Solarize Anchorage Campaign – Alternative Model for Renewable Energy

The Alaska Center and the Alaska Center for Energy and Power (ACEP) led a successful, community driven Solarize Anchorage Campaign in the Airport Heights neighborhood. Their community outreach and commercial partnership with retailer and installer Anchorage Solar resulted in an additional thirty sets of solar panels installed in Airport Heights in Alaska this summer, with several of the houses involved going to net zero energy purchasing throughout the year.  They were able to shrink the initial high upfront costs of purchasing and installing solar panels by pursuing volume discounts, and were able to minimize the complexity of installation through community outreach and their close relationship with the installer. Their success translates to a victory for renewable energy in Alaska, as it shows that bulk purchasing can considerably affect price and make the installation and purchase of energy sources such as heat pumps, solar panels, and even traditional fossil fuels more accessible.

The campaign was based on bringing community members together for bulk purchasing of solar panels and equipment. The idea was that the urban density of the neighborhood would cut down on the labor costs of a bulk installation, and directly transfer to a lower cost for consumers. The solar panel installer, Anchorage Solar, set up a tiered system where the more people were involved the lower the price per installation would be. Knowing that involving their neighbors would help them save money, community members flocked to the program, and it was filled to the highest available tier (and more).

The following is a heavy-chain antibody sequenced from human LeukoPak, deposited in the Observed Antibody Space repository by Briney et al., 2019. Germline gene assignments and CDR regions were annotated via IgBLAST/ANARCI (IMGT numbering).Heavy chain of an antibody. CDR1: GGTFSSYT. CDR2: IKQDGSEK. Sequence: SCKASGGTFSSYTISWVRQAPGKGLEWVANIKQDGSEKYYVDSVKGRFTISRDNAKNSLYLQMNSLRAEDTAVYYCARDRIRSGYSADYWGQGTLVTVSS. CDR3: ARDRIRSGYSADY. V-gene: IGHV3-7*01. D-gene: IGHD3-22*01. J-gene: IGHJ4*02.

The campaign was based on a host of successful projects throughout the Lower 48, and showcased that with a little bit of Alaskan grit, solar can be a valid energy solution for Alaska. Kristen from the Alaska Center gave a presentation about the project in the Cold Climate Housing Research Center on August 28th, and an official report about the project will be drafted in September. The success of this program opens up the possibility for larger solarize campaigns in Anchorage and across both urban and rural Alaska, and it can be translated into heat pump or other renewable source campaigns as well.

Visit the campaign’s website at if you’d like to find out more about their campaign, or email for information about organizing your neighbors for your own campaign.

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